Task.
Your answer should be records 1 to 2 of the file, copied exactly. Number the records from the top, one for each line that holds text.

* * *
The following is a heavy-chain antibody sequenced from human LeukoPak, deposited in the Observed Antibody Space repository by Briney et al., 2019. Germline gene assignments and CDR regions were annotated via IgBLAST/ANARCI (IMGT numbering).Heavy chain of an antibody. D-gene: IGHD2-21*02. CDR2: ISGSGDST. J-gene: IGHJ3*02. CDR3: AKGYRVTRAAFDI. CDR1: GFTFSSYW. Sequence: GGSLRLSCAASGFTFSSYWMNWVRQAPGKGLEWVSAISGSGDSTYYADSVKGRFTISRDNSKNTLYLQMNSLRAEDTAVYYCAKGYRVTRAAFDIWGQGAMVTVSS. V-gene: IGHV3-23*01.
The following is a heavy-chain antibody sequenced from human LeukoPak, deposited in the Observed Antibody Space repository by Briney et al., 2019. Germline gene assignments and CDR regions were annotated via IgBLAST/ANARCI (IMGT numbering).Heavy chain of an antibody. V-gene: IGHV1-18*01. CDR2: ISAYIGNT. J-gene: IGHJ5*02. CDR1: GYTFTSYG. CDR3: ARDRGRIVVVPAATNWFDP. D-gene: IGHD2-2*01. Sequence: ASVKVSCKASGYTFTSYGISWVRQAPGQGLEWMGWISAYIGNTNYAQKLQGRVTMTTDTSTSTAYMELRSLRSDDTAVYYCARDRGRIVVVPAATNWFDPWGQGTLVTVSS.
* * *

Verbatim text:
The following is a heavy-chain antibody sequenced from human LeukoPak, deposited in the Observed Antibody Space repository by Briney et al., 2019. Germline gene assignments and CDR regions were annotated via IgBLAST/ANARCI (IMGT numbering).Heavy chain of an antibody. D-gene: IGHD2-21*02. CDR2: ISGSGDST. J-gene: IGHJ3*02. CDR3: AKGYRVTRAAFDI. CDR1: GFTFSSYW. Sequence: GGSLRLSCAASGFTFSSYWMNWVRQAPGKGLEWVSAISGSGDSTYYADSVKGRFTISRDNSKNTLYLQMNSLRAEDTAVYYCAKGYRVTRAAFDIWGQGAMVTVSS. V-gene: IGHV3-23*01.
The following is a heavy-chain antibody sequenced from human LeukoPak, deposited in the Observed Antibody Space repository by Briney et al., 2019. Germline gene assignments and CDR regions were annotated via IgBLAST/ANARCI (IMGT numbering).Heavy chain of an antibody. V-gene: IGHV1-18*01. CDR2: ISAYIGNT. J-gene: IGHJ5*02. CDR1: GYTFTSYG. CDR3: ARDRGRIVVVPAATNWFDP. D-gene: IGHD2-2*01. Sequence: ASVKVSCKASGYTFTSYGISWVRQAPGQGLEWMGWISAYIGNTNYAQKLQGRVTMTTDTSTSTAYMELRSLRSDDTAVYYCARDRGRIVVVPAATNWFDPWGQGTLVTVSS.